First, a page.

A Nervous System

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This is an interactive poem-fiction hybrid exploring unexplored taxonomies through a touch focused 3-D depth experimental interface. To understand, to translate the world, the objects and creatures and geographies around us, into meaningful (meaningless?) symbols, shareable concepts, we developed language. Then to further understand the differences and similarities of everything around us, to narrow down and dissect function and association, we created labels, categories and systems of taxonomy. And while these developed taxonomies and hierarchies are useful to organizing and departmentalizing our complex land/city/culture/art/literary-scapes, they can also hinder new possibilities and understandings. What if defining the function of the lung or leaves limits alternative and possibly powerful uses, keeps us from exploring what some might call “fringe” science? A Nervous System explores these alternative understandings of biological organisms, systems and organs. Through interactive ficto-future stories, poetic diagrams, it examines narratives arriving from chance situations where the mundane turns extraordinary, and what we understand about how our bodies and creatures work is altered, in the most extreme ways. (Source: ELO 2015 catalog) A Nervous System Interactive Fiction/Poetry Artwork An interactive poem-­â€artwork hybrid examining the abundance of taxonomies and the near infinite number of interconnected biological systems in the environment, and explored through an interactive 3-­D depth interface. To understand, to translate the world, the objects and creatures and geographies around us, the near infinite number of systems, abundantly expanding and contracting, into meaningful symbols, shareable concepts, we developed language. Then to further understand the differences and similarities of everything around us, we created labels, categories and systems of taxonomy. And while these developed taxonomies and hierarchies are useful to organizing and departmentalizing our complex biomes and biology, they can also hinder new possibilities and understandings. What if defining the function of the lung or leaves limits alternative and possibly powerful uses, keeps us from exploring what some might call “fringe” science. (Source: http://www.secrettechnology.com/)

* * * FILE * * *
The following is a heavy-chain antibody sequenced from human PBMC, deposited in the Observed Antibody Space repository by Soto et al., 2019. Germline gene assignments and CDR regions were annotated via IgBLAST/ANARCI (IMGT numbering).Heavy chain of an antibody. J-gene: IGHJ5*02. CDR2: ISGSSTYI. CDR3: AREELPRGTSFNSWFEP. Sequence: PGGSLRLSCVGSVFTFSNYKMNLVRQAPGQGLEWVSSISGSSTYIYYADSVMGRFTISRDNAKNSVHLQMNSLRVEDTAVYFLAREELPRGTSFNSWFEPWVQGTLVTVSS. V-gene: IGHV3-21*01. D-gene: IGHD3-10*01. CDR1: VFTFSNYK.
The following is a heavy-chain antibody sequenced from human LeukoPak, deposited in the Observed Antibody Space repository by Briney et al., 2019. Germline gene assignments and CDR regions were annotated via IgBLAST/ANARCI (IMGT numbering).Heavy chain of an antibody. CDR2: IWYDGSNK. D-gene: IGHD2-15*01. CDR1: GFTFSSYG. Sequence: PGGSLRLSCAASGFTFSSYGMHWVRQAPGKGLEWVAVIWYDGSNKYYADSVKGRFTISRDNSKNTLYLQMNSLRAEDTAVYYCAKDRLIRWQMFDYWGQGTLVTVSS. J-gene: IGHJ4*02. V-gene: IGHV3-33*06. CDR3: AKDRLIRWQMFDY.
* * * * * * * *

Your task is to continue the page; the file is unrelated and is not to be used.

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Hannah Ackermans